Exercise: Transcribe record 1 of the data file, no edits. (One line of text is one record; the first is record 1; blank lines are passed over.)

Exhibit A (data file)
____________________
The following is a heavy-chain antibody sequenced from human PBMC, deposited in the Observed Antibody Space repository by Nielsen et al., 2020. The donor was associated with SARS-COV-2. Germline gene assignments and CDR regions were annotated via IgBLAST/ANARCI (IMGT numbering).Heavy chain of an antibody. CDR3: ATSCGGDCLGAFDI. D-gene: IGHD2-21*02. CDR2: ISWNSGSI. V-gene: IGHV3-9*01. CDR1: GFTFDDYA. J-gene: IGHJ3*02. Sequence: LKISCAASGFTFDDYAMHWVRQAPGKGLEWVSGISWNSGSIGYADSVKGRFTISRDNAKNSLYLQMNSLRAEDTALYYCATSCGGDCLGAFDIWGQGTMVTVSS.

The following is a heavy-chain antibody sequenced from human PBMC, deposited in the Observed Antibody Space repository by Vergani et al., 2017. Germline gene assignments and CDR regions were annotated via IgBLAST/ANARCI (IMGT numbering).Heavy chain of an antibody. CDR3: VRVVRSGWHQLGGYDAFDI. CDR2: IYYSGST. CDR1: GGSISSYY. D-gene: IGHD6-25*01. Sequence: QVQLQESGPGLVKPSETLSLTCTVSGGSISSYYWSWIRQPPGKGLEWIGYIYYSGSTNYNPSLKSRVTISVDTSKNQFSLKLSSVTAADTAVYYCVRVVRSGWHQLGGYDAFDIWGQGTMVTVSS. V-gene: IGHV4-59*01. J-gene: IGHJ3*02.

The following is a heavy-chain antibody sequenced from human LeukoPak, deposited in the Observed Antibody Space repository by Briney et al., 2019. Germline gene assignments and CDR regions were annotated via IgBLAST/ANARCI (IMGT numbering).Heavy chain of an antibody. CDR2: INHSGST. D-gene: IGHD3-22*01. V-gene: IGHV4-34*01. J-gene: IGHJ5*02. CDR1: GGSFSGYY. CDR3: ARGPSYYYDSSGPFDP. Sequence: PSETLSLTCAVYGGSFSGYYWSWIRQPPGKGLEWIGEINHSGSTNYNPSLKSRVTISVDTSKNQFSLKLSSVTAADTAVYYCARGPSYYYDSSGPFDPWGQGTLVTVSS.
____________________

The following is a heavy-chain antibody sequenced from human PBMC, deposited in the Observed Antibody Space repository by Nielsen et al., 2020. The donor was associated with SARS-COV-2. Germline gene assignments and CDR regions were annotated via IgBLAST/ANARCI (IMGT numbering).Heavy chain of an antibody. CDR3: ATSCGGDCLGAFDI. D-gene: IGHD2-21*02. CDR2: ISWNSGSI. V-gene: IGHV3-9*01. CDR1: GFTFDDYA. J-gene: IGHJ3*02. Sequence: LKISCAASGFTFDDYAMHWVRQAPGKGLEWVSGISWNSGSIGYADSVKGRFTISRDNAKNSLYLQMNSLRAEDTALYYCATSCGGDCLGAFDIWGQGTMVTVSS.